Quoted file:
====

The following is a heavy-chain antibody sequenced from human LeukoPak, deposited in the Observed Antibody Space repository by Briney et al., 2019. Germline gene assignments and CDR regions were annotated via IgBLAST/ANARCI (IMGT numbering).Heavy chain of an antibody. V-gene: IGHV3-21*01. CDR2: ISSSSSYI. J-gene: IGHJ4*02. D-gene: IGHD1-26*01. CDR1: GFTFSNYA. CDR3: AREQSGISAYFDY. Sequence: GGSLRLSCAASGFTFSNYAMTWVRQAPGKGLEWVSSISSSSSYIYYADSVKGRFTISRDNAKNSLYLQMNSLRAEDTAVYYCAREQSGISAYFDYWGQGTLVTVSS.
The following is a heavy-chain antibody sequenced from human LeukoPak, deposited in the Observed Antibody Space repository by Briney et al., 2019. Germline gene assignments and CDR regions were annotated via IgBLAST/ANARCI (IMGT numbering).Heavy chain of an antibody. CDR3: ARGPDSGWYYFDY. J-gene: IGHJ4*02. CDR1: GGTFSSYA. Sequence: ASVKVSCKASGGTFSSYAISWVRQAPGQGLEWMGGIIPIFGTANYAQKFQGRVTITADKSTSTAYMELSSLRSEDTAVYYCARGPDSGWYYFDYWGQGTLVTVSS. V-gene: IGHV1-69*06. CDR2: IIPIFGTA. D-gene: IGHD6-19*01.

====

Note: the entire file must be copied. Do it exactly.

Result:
The following is a heavy-chain antibody sequenced from human LeukoPak, deposited in the Observed Antibody Space repository by Briney et al., 2019. Germline gene assignments and CDR regions were annotated via IgBLAST/ANARCI (IMGT numbering).Heavy chain of an antibody. V-gene: IGHV3-21*01. CDR2: ISSSSSYI. J-gene: IGHJ4*02. D-gene: IGHD1-26*01. CDR1: GFTFSNYA. CDR3: AREQSGISAYFDY. Sequence: GGSLRLSCAASGFTFSNYAMTWVRQAPGKGLEWVSSISSSSSYIYYADSVKGRFTISRDNAKNSLYLQMNSLRAEDTAVYYCAREQSGISAYFDYWGQGTLVTVSS.
The following is a heavy-chain antibody sequenced from human LeukoPak, deposited in the Observed Antibody Space repository by Briney et al., 2019. Germline gene assignments and CDR regions were annotated via IgBLAST/ANARCI (IMGT numbering).Heavy chain of an antibody. CDR3: ARGPDSGWYYFDY. J-gene: IGHJ4*02. CDR1: GGTFSSYA. Sequence: ASVKVSCKASGGTFSSYAISWVRQAPGQGLEWMGGIIPIFGTANYAQKFQGRVTITADKSTSTAYMELSSLRSEDTAVYYCARGPDSGWYYFDYWGQGTLVTVSS. V-gene: IGHV1-69*06. CDR2: IIPIFGTA. D-gene: IGHD6-19*01.